...And before certain "someone" jumps in to promote GUID, I'd say I'm all for it, but try to convince your developers and especially users that typing 5AA729BB-466C-40E8-A487-1C375CFB965B is easier than any sequencial number...
    "The data in a record depends on the Key to the record, the Whole Key, and
    nothing but the Key, so help me Codd."

  5. #5
    Join Date
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    Massachusetts
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    Provided Answers: 11
    Cursor that is run once per hour? Hmm. This could be a part of the problem. First thing is going to be finding out who is blocking whom. Try this out, and modify it to find out who is doing what:

    Code:
    select spid, cpu, physical_io, memusage, blocked, waittype, lastwaittype, waitresource
    from master..sysprocesses
    where blocked > 0
    union 
    select spid, cpu, physical_io, memusage, blocked, waittype, lastwaittype, waitresource
    from master..sysprocesses
    where spid in (select blocked from master..sysprocesses)
    You will probably want to add either program_name, hostname, or loginame to the above queries, depending on how you can tell the various processes apart.

    If the ID column is indexed, then the select max(id) + 1 should take out just a rowlock on that one row. The cursor, on the other hand, could be doing all sorts of things to the back of your database. Let us know who is doing all the blocking. Then we can figure out what to do about it.

  6. #6
    Join Date
    May 2004
    Posts
    125
    Actually who is blocking who I can answer. Its actually across the board. If it was one particular process that would cause it we would have hunted that down. Sometimes it locks when the web imports comes in. When that happens, sometimes its the cursor, sometimes its somone out on the floor taking the order over the phone. Sometimes it happens when the web import is not occuring. This is the frustrating part...there really isn't a partern to it...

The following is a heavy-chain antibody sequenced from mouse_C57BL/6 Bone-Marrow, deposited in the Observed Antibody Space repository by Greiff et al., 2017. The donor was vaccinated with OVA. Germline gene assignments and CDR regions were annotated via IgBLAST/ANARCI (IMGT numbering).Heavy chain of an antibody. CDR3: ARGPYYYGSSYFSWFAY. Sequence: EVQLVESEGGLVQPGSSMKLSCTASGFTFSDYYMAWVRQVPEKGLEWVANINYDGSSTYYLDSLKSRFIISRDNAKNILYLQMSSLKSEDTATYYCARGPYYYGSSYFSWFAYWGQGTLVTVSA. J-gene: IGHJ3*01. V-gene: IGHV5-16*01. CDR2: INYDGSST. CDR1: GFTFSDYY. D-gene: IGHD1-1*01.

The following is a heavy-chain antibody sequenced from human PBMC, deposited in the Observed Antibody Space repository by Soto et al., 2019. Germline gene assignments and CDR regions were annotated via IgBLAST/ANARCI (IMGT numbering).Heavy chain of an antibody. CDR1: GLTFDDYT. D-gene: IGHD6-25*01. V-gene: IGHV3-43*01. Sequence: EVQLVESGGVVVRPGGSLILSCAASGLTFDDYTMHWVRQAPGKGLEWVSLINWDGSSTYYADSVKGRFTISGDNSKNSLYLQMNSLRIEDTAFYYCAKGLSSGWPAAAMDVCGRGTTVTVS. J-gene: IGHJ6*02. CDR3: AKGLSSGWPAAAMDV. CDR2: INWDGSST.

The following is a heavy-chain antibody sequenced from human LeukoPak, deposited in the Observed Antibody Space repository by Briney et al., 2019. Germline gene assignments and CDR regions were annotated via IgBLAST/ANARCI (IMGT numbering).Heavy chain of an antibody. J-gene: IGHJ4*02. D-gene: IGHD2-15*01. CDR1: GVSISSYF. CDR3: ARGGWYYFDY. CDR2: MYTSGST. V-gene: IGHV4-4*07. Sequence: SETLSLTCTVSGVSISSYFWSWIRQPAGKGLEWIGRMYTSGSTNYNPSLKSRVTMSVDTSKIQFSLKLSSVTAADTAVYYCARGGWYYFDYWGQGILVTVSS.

7. #7
    Join Date
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    Since no one process is to blame, have you narrowed it down to this one table with the ID column?

    How long does it take to do the insert? If the insert goes over about 2 seconds (6000 inserts/8 hour shift comes out to one insert per 5 seconds, so taking gusts into account..), then you should be OK. Otherwise, blocking on the select is almost guaranteed.

    As a wild-a** idea, you could build off both ends of the table, and have some processes add orders with select min(id) - 1 for their IDs. That may only get you so far, though.

    I think the consensus is going to be try to eliminate the select part altogether, and get to an identity or new_id() way of doing things. It sounds like you do not have to worry about cross-platform or migration issues.

  8. #8
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    You may be able to put a band-aid of sorts on this system. After thinking it over, this may be the second system I have seen in my career that could benefit from the (nolock) hint. If you use the (nolock) hint on the select max(id) + 1 query, then it will not be blocked by the insert queries. HOWEVER, you will run a slightly higher risk of inserting (or trying to insert) duplicate IDs into the table. I think this is already a minor problem in the design, because two connections could select the same max(id) if they are run close enough together. The increase in risk is that this time period will now expand by a few milliseconds, to wit, the amount of time between when the insert query sets up all of its locks, and when the insert actually happens. I doubt it is a long period of time (or at least I hope it is not), so you may get away with it. Just remember, (nolock) is not to be used lightly. If you do a search on (nolock) in this forum, you will probably find a number of posts saying do not use it. As was pointed out before, using either an identity column, or using new_id() would be a much better fix for this situation. This would only ever be a band-aid buying you a little time to implement a better solution. Good luck.